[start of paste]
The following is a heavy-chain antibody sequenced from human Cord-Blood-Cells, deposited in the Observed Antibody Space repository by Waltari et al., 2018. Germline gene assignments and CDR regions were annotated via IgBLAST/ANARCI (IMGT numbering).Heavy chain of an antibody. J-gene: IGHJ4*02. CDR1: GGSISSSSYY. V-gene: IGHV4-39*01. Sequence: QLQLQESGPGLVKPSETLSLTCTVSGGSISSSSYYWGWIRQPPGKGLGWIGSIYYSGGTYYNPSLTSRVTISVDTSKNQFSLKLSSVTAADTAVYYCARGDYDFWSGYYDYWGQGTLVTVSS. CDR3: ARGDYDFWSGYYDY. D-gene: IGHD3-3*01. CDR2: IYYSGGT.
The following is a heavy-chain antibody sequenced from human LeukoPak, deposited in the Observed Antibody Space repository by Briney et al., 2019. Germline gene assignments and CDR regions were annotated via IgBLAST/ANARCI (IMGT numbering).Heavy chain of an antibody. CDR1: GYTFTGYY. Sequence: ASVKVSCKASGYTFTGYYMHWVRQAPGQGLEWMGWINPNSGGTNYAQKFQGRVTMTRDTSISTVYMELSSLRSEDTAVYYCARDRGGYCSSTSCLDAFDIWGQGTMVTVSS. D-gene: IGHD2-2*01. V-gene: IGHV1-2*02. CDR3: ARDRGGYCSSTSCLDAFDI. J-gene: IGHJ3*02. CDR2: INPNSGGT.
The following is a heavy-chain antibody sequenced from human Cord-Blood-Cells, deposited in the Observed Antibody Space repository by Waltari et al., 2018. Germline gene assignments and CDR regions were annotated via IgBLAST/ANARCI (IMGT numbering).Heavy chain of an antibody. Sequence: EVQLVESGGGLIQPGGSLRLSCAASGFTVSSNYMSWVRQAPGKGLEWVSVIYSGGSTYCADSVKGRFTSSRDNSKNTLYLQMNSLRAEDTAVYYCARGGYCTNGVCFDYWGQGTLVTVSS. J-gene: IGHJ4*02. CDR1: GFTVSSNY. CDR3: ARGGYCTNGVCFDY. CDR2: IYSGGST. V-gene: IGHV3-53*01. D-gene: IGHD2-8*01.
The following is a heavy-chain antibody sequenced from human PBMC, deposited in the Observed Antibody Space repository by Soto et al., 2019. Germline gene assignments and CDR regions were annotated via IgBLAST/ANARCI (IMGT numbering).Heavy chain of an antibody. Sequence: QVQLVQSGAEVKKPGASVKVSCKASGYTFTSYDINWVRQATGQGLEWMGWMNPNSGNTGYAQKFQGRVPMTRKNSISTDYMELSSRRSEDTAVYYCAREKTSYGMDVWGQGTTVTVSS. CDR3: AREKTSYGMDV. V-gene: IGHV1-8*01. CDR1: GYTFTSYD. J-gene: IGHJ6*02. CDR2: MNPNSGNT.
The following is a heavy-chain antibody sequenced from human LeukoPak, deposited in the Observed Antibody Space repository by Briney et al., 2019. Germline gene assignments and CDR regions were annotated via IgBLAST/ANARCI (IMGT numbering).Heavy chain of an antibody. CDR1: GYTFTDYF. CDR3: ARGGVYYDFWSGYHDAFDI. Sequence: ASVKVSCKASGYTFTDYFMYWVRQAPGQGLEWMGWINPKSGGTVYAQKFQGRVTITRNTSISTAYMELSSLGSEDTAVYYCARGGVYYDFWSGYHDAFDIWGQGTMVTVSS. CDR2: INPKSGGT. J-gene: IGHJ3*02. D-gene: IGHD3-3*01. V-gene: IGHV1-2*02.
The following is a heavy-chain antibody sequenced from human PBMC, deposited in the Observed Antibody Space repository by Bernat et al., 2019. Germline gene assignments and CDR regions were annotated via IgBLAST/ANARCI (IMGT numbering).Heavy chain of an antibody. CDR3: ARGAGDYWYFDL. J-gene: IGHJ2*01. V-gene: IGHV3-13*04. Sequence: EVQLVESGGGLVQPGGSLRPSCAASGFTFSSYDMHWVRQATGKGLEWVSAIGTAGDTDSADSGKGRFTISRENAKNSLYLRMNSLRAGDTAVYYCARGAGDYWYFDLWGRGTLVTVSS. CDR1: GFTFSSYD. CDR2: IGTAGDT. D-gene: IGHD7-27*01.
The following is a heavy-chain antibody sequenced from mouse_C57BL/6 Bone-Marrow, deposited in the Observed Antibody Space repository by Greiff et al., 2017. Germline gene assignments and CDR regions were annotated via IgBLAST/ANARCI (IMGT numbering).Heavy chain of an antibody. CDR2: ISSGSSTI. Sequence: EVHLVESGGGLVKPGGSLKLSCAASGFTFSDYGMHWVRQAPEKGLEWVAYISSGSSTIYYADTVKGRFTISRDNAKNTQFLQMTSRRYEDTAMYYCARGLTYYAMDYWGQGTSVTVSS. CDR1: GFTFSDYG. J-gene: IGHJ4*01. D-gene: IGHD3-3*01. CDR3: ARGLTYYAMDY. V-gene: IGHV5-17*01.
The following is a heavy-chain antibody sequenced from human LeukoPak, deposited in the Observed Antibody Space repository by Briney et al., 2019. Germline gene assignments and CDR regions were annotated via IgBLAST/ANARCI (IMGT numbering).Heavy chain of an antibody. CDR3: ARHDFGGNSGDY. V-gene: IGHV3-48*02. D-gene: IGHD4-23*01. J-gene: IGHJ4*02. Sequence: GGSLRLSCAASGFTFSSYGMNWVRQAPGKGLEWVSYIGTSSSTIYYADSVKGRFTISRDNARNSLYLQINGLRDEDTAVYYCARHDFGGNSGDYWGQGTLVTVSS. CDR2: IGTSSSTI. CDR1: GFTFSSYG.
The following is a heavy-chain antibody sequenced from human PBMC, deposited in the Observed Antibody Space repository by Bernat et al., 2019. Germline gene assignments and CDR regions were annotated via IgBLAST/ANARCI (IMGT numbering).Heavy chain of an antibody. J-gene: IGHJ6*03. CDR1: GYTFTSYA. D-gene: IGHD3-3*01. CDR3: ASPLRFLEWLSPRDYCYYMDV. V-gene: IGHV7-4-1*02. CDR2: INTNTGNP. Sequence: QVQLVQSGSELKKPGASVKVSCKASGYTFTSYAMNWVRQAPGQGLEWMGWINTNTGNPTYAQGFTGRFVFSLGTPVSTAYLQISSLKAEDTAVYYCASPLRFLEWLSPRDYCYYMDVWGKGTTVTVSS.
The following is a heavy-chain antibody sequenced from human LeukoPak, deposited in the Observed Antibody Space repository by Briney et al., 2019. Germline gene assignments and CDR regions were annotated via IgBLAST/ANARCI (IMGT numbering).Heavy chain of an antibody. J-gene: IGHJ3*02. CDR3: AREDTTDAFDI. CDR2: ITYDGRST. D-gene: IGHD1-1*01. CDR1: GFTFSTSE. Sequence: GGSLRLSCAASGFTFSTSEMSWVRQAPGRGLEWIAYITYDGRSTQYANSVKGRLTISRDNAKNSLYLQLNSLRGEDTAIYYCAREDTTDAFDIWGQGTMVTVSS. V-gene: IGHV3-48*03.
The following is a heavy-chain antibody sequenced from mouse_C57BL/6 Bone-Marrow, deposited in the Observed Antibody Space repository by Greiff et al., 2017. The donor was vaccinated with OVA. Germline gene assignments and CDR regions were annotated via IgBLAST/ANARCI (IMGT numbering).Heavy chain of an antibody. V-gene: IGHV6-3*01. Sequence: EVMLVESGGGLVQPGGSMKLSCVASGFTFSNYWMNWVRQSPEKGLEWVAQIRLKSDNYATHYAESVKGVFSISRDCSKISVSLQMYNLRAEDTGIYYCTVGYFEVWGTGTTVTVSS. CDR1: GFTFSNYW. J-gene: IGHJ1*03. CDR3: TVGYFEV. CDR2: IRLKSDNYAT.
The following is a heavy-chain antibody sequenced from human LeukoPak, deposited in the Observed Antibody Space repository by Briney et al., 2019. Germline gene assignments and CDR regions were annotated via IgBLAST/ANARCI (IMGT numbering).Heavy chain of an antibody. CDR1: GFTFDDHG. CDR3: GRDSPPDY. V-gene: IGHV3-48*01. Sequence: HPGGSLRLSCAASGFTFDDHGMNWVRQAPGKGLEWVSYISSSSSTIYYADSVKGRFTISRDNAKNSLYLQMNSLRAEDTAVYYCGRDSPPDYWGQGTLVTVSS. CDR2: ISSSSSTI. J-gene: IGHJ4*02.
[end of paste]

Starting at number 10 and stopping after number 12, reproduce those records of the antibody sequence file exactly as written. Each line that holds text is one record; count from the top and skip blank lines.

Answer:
The following is a heavy-chain antibody sequenced from human LeukoPak, deposited in the Observed Antibody Space repository by Briney et al., 2019. Germline gene assignments and CDR regions were annotated via IgBLAST/ANARCI (IMGT numbering).Heavy chain of an antibody. J-gene: IGHJ3*02. CDR3: AREDTTDAFDI. CDR2: ITYDGRST. D-gene: IGHD1-1*01. CDR1: GFTFSTSE. Sequence: GGSLRLSCAASGFTFSTSEMSWVRQAPGRGLEWIAYITYDGRSTQYANSVKGRLTISRDNAKNSLYLQLNSLRGEDTAIYYCAREDTTDAFDIWGQGTMVTVSS. V-gene: IGHV3-48*03.
The following is a heavy-chain antibody sequenced from mouse_C57BL/6 Bone-Marrow, deposited in the Observed Antibody Space repository by Greiff et al., 2017. The donor was vaccinated with OVA. Germline gene assignments and CDR regions were annotated via IgBLAST/ANARCI (IMGT numbering).Heavy chain of an antibody. V-gene: IGHV6-3*01. Sequence: EVMLVESGGGLVQPGGSMKLSCVASGFTFSNYWMNWVRQSPEKGLEWVAQIRLKSDNYATHYAESVKGVFSISRDCSKISVSLQMYNLRAEDTGIYYCTVGYFEVWGTGTTVTVSS. CDR1: GFTFSNYW. J-gene: IGHJ1*03. CDR3: TVGYFEV. CDR2: IRLKSDNYAT.
The following is a heavy-chain antibody sequenced from human LeukoPak, deposited in the Observed Antibody Space repository by Briney et al., 2019. Germline gene assignments and CDR regions were annotated via IgBLAST/ANARCI (IMGT numbering).Heavy chain of an antibody. CDR1: GFTFDDHG. CDR3: GRDSPPDY. V-gene: IGHV3-48*01. Sequence: HPGGSLRLSCAASGFTFDDHGMNWVRQAPGKGLEWVSYISSSSSTIYYADSVKGRFTISRDNAKNSLYLQMNSLRAEDTAVYYCGRDSPPDYWGQGTLVTVSS. CDR2: ISSSSSTI. J-gene: IGHJ4*02.